Wayne State University

Developing an Injury Threshold for Human Brain Concussion

The Bioengineering Department at Wayne State University in Detroit, Michigan houses one of the largest continuously active biomedical research programs in the United States. For over 70 years, faculty and researchers have made significant biomedical advances through close collaboration between the Department and WSU’s School of Medicine.

Directed by Dr. King Yang, Professor of Bioengineering, the Department’s Bioengineering Center is a leading laboratory focused on research into impact trauma, low back pain, and sports injury biomechanics. Current projects include vehicle side and rear impact crashworthiness analysis, head injury modeling, and lower extremity injury simulation. In 1998, the computational model for brain injury developed by Bioengineering Center faculty and students was recognized by the Smithsonian Institution with the Computer World Smithsonian Medal.

Mild Traumatic Brain Injury: A Leading Cause of Disability and Mortality

Traumatic brain injury (TBI) resulting from blunt head impact is a major cause of disability and mortality in the United States. Approximately 2 million TBI cases occur each year. The great majority of these injuries are classified as mild traumatic brain injury (MTBI) or concussion. There is increased awareness of sports-related MTBI as an important public health problem affecting a large number of people despite the use of protective headgear. As a cure is not available, the only alternative is to develop intervention strategies. Determining head injury interventional threshold criteria for athletes, and specifically for American football, is a primary area of study for the Center.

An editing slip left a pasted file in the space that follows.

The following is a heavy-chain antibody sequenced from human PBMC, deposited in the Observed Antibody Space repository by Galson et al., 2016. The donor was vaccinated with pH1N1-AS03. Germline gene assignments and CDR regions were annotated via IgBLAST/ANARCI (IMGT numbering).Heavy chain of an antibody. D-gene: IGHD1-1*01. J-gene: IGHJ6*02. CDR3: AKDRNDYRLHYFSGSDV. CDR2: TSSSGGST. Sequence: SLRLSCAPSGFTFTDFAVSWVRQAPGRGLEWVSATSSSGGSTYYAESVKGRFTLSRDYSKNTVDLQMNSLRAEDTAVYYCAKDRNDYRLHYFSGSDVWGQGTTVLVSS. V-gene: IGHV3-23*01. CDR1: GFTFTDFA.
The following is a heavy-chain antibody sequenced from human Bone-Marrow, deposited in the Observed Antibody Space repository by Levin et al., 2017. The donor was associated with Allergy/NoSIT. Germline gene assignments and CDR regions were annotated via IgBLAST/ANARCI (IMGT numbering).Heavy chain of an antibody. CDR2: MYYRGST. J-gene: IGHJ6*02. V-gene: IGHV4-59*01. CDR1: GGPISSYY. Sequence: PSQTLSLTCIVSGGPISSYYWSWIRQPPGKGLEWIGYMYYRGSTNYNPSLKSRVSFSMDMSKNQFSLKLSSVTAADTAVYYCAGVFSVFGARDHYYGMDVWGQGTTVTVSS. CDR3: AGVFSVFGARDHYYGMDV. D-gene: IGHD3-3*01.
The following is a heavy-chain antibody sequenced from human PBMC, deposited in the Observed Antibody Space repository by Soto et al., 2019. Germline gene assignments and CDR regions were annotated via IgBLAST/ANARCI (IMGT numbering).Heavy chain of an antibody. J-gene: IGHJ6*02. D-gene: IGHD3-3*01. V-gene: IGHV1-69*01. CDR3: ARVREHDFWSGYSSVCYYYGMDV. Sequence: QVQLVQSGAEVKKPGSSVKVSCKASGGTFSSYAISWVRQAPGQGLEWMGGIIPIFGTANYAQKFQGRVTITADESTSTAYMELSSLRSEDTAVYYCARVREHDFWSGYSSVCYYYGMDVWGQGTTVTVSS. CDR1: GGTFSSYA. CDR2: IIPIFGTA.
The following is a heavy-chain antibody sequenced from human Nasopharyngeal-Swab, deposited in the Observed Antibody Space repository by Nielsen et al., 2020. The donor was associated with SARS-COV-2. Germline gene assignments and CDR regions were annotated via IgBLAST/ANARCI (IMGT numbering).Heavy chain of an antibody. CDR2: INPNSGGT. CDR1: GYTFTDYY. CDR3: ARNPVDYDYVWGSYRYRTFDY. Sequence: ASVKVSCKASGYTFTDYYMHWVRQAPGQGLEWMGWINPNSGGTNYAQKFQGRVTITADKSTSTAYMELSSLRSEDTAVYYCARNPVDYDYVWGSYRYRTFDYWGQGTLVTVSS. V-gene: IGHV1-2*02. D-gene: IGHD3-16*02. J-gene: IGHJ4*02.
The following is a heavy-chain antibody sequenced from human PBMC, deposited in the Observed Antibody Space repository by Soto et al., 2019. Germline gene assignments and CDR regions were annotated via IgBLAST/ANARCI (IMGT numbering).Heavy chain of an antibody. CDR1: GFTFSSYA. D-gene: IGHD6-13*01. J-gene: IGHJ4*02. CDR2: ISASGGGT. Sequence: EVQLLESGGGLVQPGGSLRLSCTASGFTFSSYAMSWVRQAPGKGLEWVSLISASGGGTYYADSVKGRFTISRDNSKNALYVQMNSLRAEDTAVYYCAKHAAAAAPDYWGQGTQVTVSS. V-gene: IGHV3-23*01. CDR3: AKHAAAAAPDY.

The Bioengineering Center developed head injury protection standards based on tolerance curves derived from animal concussion test acceleration results and cadaveric skull fractures induced by flat surface impact on the forehead. However, these standards cannot account for the complex motion of the brain within a deformable skull. Additionally, they neglect the contribution of angular head acceleration to injury causation. Furthermore, the directional sensitivity of the head is not taken into account.

Current football helmets have a padding system to prevent severe head injury, but do not effectively prevent concussion. Development of MTBI-preventing athletic headgear for football and other sports requires a greater understanding of injury mechanisms and thresholds.

"HyperMesh finite element modeling and morphing tools have been fundamental to the development of the Wayne State University Brain Injury Model"

– Dr. King H. Yang

Professor of Biomedical Engineering Professor and Bioengineering Center Director, Wayne State University

Biomedical studies of human concussion that relate mechanical input to localized brain tissue deformation, pressure, and stress/strain response are needed to properly assess brain injury development. A meaningful head injury criterion must identify a threshold below which no loss of function occurs, and a ceiling beyond which irreversible changes to brain function occur. Such information is crucial to the design of effective head protection systems. Computer models capable of simulating impact events provide significant assistance to researchers in the development of threshold criteria for MTBI. Finite element (FE) based computational models of the human head are now capable of simulating fine anatomic detail and tissue-level characteristics for impacts leading to injury. The Wayne State University Head Injury Model (WSUHIM) is the most sophisticated of several FE models developed for head injury assessment. Introduced in 1993, WSUHIM has a long history of development using Altair’s HyperMesh as its exclusive modeling platform.

Method for Modeling Traumatic Brain Injury Data from Football Field Events